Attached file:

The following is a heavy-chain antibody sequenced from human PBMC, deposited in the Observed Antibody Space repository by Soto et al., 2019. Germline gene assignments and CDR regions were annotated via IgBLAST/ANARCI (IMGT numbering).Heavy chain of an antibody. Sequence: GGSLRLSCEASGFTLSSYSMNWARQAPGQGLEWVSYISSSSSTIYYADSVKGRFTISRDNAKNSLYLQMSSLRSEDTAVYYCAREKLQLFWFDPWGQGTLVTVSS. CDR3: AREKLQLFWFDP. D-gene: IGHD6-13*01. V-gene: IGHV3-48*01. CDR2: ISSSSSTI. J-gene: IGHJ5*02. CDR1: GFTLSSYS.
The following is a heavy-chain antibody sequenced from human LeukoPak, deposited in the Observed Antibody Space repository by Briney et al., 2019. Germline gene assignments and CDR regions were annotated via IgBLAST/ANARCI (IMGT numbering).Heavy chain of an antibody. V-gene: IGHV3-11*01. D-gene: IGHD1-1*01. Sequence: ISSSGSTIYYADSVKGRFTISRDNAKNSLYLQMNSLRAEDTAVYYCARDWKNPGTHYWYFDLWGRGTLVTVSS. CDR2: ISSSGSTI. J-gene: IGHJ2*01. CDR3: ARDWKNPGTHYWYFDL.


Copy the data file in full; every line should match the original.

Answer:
The following is a heavy-chain antibody sequenced from human PBMC, deposited in the Observed Antibody Space repository by Soto et al., 2019. Germline gene assignments and CDR regions were annotated via IgBLAST/ANARCI (IMGT numbering).Heavy chain of an antibody. Sequence: GGSLRLSCEASGFTLSSYSMNWARQAPGQGLEWVSYISSSSSTIYYADSVKGRFTISRDNAKNSLYLQMSSLRSEDTAVYYCAREKLQLFWFDPWGQGTLVTVSS. CDR3: AREKLQLFWFDP. D-gene: IGHD6-13*01. V-gene: IGHV3-48*01. CDR2: ISSSSSTI. J-gene: IGHJ5*02. CDR1: GFTLSSYS.
The following is a heavy-chain antibody sequenced from human LeukoPak, deposited in the Observed Antibody Space repository by Briney et al., 2019. Germline gene assignments and CDR regions were annotated via IgBLAST/ANARCI (IMGT numbering).Heavy chain of an antibody. V-gene: IGHV3-11*01. D-gene: IGHD1-1*01. Sequence: ISSSGSTIYYADSVKGRFTISRDNAKNSLYLQMNSLRAEDTAVYYCARDWKNPGTHYWYFDLWGRGTLVTVSS. CDR2: ISSSGSTI. J-gene: IGHJ2*01. CDR3: ARDWKNPGTHYWYFDL.